At its core, movement is universal. Whether weights light your fire, dance feeds your soul, or a run outside provides mental clarity, sweat is the great equalizer that can transcend the differences that set people apart.

But while some pros act as if it’s easy to throw on some shoes and get going, the barrier to entry can feel like an unscalable mountain—especially if you’ve never seen anyone like yourself reach that proverbial summit before.

In theory, social media makes connecting to like-minded fitness enthusiasts simple. There are tons of opportunities to inspire, motivate, and delight—but also to exclude. That’s why following folks who share lived experiences can make a difference. “Representation allows you to dream beyond what you thought possible,” says Kensa Gunter, PsyD, CMPC, a clinical and sport psychologist and the director of the NBA and WNBA’s Mind Health program. “It gives you hope and confidence and creates a sense of belonging.”

Representation isn’t the only way the fitness space is evolving. It’s no longer just about, say, lifting more or running faster, but also strengthening mental, emotional, and spiritual wellness—or “feeling better as a whole person,” says Cedric X. Bryant, PhD, president and chief science officer at the American Council on Exercise.

Indeed, there’s recently been a shift in people’s “why” when it comes to exercising: Stress relief and mental health are now the top two reasons people sweat, according to a report from Mindbody, a workout scheduling platform. “Now we think, What does it mean to be fit in multiple areas of my life?” Gunter says. “If you see people who hold different identities walking journeys similar to yours, it expands your idea of what fitness and community looks like.”

These six women know firsthand that fitness is about more than fitting in. It’s about moving in a way that fills your cup, sharing your truth, and being yourself. As Bryant says, “all individuals deserve to participate in physical activity and experience its benefits”—they just may need a bit of inspo first. We hope you’ll see a piece of yourself in these stars and challenge your definition of fitness. “Belonging happens because a community is created that allows people to bring their full selves to the table,” says Gunter. Time to pull up a seat.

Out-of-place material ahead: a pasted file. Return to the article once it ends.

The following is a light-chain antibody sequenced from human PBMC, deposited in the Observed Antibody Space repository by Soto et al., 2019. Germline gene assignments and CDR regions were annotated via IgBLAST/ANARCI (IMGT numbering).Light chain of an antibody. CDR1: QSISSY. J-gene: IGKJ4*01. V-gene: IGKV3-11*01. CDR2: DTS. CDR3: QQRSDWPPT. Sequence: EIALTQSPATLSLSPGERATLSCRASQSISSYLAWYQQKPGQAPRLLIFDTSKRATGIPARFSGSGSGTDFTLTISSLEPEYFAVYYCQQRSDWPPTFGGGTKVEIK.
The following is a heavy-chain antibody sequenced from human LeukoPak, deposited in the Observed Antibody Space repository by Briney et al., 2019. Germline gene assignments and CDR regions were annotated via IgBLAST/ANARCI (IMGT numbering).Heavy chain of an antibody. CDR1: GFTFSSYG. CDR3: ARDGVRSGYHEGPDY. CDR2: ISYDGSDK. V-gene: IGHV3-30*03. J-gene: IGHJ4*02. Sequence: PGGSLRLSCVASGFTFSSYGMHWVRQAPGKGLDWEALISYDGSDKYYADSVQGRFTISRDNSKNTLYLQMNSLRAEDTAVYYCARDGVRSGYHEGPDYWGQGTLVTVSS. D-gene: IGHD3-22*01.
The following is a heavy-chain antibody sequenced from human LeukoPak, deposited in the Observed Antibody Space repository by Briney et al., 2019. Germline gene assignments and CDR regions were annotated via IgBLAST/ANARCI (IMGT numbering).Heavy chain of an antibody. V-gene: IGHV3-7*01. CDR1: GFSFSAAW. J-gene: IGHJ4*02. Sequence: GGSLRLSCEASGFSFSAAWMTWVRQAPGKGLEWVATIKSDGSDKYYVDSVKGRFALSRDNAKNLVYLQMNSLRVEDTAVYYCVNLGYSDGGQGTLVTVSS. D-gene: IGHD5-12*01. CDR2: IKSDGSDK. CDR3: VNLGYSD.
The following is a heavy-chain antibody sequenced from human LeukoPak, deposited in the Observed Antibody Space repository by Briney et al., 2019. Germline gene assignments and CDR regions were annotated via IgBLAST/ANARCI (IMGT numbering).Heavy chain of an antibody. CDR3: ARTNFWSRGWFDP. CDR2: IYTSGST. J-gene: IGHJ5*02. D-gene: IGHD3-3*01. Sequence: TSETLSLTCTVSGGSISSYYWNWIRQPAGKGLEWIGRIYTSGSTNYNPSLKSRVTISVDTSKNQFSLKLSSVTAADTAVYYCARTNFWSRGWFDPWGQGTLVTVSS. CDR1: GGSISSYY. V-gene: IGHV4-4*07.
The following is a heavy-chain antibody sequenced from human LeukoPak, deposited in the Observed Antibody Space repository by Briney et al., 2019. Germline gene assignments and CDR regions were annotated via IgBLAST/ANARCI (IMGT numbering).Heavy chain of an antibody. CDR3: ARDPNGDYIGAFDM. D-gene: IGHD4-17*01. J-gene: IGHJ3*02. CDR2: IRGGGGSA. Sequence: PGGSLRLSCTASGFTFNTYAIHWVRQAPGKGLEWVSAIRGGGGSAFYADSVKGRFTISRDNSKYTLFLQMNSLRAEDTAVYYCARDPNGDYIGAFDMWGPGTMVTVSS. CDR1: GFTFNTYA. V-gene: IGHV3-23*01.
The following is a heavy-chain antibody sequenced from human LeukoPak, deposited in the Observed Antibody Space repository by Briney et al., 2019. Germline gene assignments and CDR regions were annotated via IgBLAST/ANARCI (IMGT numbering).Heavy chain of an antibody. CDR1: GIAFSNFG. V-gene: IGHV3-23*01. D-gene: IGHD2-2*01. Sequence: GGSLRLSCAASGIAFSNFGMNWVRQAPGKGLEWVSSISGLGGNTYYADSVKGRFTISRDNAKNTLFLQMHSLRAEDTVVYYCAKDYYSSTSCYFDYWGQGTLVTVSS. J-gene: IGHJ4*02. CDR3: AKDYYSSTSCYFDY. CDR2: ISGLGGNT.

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Curious how you can curate a social feed that lights you up instead of dulling your shine? Try these tips from sport psychologist Kensa Gunter, PsyD.

Look for legit credentials.

Not everyone needs to be a full-fledged expert, but turn your spidey senses on before you take fitness, nutrition, or mental health advice from a follow in your feed. Look for “science-backed, research-backed experience,” Gunter says. Make sure they’re “qualified to be providing the information that they’re providing.”

Do a quick vibe check.

How does their content make you feel? Motivated, inspired, positive? Gunter says that’s a good sign! On the other hand, “if you find yourself comparing or criticizing or judging or having negative feelings as a result of engaging with someone’s content, that’s a sign that that’s not going to be most beneficial for you.”

Compare notes with your inner circle.

See who your friends are following and take suggestions from folks whose opinions you trust. “We are all in this together, whether it’s a fitness journey or just trying to navigate this thing called life,” she says. “Using our community can be a helpful way to sort through the social media waters.”

Make sure you feel safe.

This may be the most important must-do on this list, Gunter emphasizes. Accounts you follow should embrace a welcoming, inclusive environment that respects differences and doesn’t play into any words or concepts that may be triggering for you in the fitness space. Focus on feeling “emotionally and psychologically safe” in terms of how this information is presented.

Unfollow liberally.

Trust your gut and clear someone from your feed whose content is not serving you—yes, even if your bestie swears that person is the best in the biz. “It really is trial and error,” Gunter says.


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Headshot of Jacqueline Andriakos

Jacqueline Andriakos is the Executive Health & Fitness Director at Women’s Health, where she oversees all health and fitness content across WomensHealthMag.com and the print magazine. She has more than five years of experience writing and editing in the wellness space and has contributed to national publications including TIME, Self.com, Health, Real Simple, and People. Jacqueline is also certified in personal training by the National Academy of Sports Medicine (NASM). 

Headshot of Amanda Lucci

Amanda Lucci is the deputy editor of content strategy at Women’s Health and a NASM-certified personal trainer. She has more than 10 years of experience writing, editing, and managing social media strategy for national and international publications.